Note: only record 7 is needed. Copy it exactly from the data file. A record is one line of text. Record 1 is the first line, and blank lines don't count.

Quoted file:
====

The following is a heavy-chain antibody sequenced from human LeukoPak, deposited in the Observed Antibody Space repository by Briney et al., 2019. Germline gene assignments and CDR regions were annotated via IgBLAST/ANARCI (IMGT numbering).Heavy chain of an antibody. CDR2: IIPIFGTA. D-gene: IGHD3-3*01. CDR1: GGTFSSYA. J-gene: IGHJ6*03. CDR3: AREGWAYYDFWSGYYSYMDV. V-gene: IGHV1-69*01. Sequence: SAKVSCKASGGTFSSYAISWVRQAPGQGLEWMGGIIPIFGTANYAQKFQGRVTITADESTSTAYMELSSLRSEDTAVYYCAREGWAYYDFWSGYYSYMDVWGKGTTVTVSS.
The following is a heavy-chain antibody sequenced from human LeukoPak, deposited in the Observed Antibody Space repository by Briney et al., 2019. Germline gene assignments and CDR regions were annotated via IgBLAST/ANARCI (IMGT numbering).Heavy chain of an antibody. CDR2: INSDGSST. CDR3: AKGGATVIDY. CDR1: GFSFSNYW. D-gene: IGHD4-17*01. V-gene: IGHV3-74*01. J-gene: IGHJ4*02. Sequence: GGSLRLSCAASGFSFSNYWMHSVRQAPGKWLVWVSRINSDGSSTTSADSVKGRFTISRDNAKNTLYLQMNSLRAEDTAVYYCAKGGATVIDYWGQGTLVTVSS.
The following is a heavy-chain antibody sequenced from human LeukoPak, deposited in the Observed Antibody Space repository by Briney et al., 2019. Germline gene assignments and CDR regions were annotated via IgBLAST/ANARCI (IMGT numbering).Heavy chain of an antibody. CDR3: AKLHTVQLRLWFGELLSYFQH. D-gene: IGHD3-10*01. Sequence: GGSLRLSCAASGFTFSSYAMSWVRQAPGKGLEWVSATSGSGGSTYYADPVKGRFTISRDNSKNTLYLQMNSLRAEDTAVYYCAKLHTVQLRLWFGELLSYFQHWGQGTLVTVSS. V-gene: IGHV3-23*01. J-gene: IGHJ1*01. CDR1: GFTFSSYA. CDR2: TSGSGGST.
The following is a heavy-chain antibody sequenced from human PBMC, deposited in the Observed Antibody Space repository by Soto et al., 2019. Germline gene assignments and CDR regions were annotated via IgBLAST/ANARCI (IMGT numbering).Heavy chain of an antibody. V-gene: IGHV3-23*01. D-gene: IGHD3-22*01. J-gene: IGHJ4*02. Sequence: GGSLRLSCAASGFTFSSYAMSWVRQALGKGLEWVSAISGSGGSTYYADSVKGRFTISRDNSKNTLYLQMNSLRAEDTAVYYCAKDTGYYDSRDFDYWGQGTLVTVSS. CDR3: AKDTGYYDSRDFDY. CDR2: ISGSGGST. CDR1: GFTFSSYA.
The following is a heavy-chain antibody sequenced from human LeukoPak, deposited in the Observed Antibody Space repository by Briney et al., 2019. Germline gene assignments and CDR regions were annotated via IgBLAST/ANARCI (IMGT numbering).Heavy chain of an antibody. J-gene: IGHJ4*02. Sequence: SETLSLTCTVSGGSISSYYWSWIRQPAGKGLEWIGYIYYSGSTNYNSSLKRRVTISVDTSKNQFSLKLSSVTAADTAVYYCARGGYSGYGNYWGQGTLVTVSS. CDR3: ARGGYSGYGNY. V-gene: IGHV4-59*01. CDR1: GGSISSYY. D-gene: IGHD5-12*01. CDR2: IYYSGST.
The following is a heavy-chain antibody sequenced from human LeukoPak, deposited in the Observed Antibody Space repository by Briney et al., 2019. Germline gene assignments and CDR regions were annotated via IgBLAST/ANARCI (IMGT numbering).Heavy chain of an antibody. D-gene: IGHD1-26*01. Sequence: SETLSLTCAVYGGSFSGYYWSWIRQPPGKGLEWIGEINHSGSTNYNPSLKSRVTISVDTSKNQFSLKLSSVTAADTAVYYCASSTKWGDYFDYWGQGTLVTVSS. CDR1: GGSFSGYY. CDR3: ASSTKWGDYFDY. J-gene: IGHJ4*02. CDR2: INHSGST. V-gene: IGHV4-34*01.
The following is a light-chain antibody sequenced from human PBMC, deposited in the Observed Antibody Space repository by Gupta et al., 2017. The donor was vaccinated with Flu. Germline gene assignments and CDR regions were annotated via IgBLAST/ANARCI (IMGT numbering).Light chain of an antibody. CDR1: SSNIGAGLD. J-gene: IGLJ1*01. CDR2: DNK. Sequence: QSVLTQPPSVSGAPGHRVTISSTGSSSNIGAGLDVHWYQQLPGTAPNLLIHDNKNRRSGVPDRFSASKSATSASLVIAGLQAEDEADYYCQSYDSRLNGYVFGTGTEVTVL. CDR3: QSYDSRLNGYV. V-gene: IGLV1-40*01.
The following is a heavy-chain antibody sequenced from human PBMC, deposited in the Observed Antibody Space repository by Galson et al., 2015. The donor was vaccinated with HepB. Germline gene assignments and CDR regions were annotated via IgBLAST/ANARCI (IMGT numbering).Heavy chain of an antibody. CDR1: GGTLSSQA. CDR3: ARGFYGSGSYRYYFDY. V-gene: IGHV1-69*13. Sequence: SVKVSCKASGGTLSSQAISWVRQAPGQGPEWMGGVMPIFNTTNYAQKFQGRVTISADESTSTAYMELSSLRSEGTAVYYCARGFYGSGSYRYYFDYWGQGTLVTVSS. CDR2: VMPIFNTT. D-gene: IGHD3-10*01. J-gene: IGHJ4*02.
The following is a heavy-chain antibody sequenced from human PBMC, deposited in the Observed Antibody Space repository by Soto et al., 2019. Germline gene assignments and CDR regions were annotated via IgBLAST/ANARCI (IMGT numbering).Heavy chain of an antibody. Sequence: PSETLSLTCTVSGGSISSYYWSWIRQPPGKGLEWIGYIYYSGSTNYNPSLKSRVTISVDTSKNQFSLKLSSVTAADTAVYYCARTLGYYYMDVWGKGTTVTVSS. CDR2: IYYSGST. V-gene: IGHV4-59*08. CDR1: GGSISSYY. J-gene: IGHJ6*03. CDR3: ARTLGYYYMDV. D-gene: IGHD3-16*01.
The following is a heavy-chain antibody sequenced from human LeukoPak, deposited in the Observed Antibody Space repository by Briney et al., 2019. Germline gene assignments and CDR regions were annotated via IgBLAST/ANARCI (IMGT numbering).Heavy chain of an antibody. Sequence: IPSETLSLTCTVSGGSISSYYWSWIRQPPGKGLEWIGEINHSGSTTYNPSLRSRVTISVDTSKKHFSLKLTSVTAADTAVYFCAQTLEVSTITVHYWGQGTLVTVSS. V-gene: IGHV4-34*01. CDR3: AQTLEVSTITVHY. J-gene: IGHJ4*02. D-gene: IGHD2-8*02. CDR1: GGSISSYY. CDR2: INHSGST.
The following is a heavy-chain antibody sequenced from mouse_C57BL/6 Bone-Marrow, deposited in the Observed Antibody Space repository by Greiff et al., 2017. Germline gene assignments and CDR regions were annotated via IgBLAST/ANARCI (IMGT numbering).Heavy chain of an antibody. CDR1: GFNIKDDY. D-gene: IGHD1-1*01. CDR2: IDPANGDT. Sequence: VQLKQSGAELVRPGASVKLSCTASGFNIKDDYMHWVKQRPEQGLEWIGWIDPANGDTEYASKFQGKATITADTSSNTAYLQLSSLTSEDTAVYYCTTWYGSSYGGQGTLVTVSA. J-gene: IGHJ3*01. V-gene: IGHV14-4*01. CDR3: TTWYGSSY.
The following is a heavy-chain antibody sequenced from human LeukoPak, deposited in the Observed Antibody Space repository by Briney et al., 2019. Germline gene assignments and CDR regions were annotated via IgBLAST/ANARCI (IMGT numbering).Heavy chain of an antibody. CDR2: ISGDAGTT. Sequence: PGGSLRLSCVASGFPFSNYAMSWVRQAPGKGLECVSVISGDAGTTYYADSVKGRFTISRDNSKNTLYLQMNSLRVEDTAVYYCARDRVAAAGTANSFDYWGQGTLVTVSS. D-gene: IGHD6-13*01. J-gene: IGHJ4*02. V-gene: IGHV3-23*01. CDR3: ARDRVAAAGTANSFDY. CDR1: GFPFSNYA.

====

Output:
The following is a light-chain antibody sequenced from human PBMC, deposited in the Observed Antibody Space repository by Gupta et al., 2017. The donor was vaccinated with Flu. Germline gene assignments and CDR regions were annotated via IgBLAST/ANARCI (IMGT numbering).Light chain of an antibody. CDR1: SSNIGAGLD. J-gene: IGLJ1*01. CDR2: DNK. Sequence: QSVLTQPPSVSGAPGHRVTISSTGSSSNIGAGLDVHWYQQLPGTAPNLLIHDNKNRRSGVPDRFSASKSATSASLVIAGLQAEDEADYYCQSYDSRLNGYVFGTGTEVTVL. CDR3: QSYDSRLNGYV. V-gene: IGLV1-40*01.